Depending on your career goals, you may find that a postgraduate degree (master’s degree or doctorate) will help you achieve the success that you seek. The Berklee Career Center is here to help as you consider whether an advanced degree and graduate school make sense for you.
Should you choose to pursue this plan of action, we invite you to meet with us for advice on how to give yourself the best chance of gaining acceptance to your target graduate program(s).
Before applying for graduate school, you should ask yourself some important questions:
- Why are you considering this? Whether it advances your career or not, a reputable graduate program is likely to increase your base of knowledge, and thus you may consider it a worthwhile endeavor even if it doesn’t yield career-related results. However, if your primary reason for considering a graduate program is tied to career-related results, it’s important to ask yourself this next question.
- Will this help your career? In many fields, a graduate degree is extremely helpful to your long-term career growth potential. However, in some fields, a graduate degree is not considered particularly important, in which case your time might be better spent building up your experience. Of course, a graduate program is also an excellent opportunity to meet and network with others in your field, so don’t overlook the potential of a program to foster connections that may help launch your career. The key is to know your field, and if you’re not very familiar with it yet, reach out to a Career Center advisor and/or professionals currently working in the field. Don’t be shy about asking whether they think a graduate degree would be worth the time and money you would invest in it.
- Can you afford it? Depending on your existing financial resources and your mix of scholarship or financial aid opportunities, graduate school may or may not fit within your budget. Consider the careers of other graduates from the program. What types of positions are they in, and what kind of income can you expect? Before taking on too much debt, crunch the numbers to figure out whether your investment is likely to be worthwhile or overly burdensome based on your likely earnings forecast in the years ahead.
If you’ve decided that graduate school makes sense for you, it’s important to make sure you land in the right program—which is probably the one that will prepare you for the career you’d like to have after you graduate. As you compare graduate programs, here are some questions to consider:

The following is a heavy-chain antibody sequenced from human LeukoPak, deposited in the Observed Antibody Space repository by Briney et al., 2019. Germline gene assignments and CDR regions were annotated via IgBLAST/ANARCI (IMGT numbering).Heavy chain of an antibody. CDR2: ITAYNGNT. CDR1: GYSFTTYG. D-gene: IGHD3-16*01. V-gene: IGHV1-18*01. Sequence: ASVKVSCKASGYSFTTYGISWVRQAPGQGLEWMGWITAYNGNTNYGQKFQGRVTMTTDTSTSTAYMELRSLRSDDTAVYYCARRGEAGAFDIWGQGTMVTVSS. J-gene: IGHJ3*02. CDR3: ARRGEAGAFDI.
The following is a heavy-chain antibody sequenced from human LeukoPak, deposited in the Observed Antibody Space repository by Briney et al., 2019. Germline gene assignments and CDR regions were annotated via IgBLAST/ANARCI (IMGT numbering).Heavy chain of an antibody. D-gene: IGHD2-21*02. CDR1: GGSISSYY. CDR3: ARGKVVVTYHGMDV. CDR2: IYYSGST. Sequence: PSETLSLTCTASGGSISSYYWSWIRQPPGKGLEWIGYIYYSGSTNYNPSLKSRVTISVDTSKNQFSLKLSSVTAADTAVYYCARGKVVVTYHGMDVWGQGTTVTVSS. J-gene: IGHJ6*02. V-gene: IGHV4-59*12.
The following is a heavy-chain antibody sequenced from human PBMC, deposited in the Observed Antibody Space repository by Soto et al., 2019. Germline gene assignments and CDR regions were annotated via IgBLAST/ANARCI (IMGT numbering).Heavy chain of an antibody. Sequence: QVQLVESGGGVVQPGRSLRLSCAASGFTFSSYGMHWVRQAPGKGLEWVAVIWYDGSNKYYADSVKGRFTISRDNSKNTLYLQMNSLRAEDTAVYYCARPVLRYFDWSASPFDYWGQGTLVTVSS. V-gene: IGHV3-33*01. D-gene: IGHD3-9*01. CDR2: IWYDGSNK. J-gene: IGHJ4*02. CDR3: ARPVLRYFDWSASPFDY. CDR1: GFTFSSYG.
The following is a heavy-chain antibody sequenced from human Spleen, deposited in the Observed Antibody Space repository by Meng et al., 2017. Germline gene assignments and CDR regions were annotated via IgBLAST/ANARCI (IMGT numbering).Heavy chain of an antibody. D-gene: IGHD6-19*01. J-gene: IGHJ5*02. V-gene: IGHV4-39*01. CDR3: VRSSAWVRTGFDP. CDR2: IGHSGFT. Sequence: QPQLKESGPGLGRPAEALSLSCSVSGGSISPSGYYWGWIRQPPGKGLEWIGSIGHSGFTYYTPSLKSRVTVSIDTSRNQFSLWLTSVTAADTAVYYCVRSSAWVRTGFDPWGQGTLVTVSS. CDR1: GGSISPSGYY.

- Will the program prepare you for your future career? Find out where those who have a career similar to the one you aspire to have attended graduate school and, if possible, ask them for their input. Contact a representative from the program, too, but keep in mind that they're trained to paint their program in the most positive light possible. That doesn’t mean that you should ignore them, but they may be less likely than an objective third party to tell you that their graduate program is not a great fit for you.
- How much does it cost? If you will need to take on loans, are you doing so with a reasonable expectation that the investment will pay off, or are you likely to wind up with a burdensome level of debt?
- How important is geographic location? The best program for you may or may not be located in a place that you want to live after you graduate. If you plan to move shortly after graduating, keep in mind that you may have to relinquish some of the network potential you’ve built up during the course of your graduate studies. For this reason, a very good program that’s in a location where you want to stay may be worth considering as strongly as the very best program out there if it's located in a place where you don't intend to stay.
- What kind of campus culture are you looking for? If you want to meet people who you can collaborate with, look for a program with an actively engaged community.
- Does enrollment size and faculty:student ratio matter? If you thrive in very personal instructional environments, you may want to find a program with relatively small class sizes. If you're looking to cast a wide networking net, larger programs may yield more opportunities for you.
- Does the program offer the facilities you’ll need? It’s hard to prepare for tomorrow’s career using yesterday’s technology. Make sure that the program you apply for is staying current with the industry you’re looking to enter.
- How much do you know about it? Find out what students and alumni say about the program. Attend an open house if possible to learn more.
- Can you get in? You’ll never know unless you try, but there may be some programs that you can rule out right away without wasting any more time on them. For instance, if a program lists a strict grade point average (GPA) minimum for considering applicants that is above your own GPA, it's not worth wasting your time on an application that won’t be considered.
Many graduate programs include standardized test scores as a prerequisite to your application. Know which test(s) will be required before you apply. Some of the most common test requirements for those seeking graduate degrees are:
- the Graduate Record Examination (GRE);
- the Graduate Management Admission Test (GMAT); and
- the Law School Admission Test (LSAT).
There are many resources available to help you prepare for these tests and others. Some of the most commonly used test preparation companies include Kaplan, Princeton Review, and Manhattan Prep. Berklee’s Stan Getz Library also includes test preparation resources, and the Career Center can offer additional help with test preparation.
As you prepare your applications, consider the following: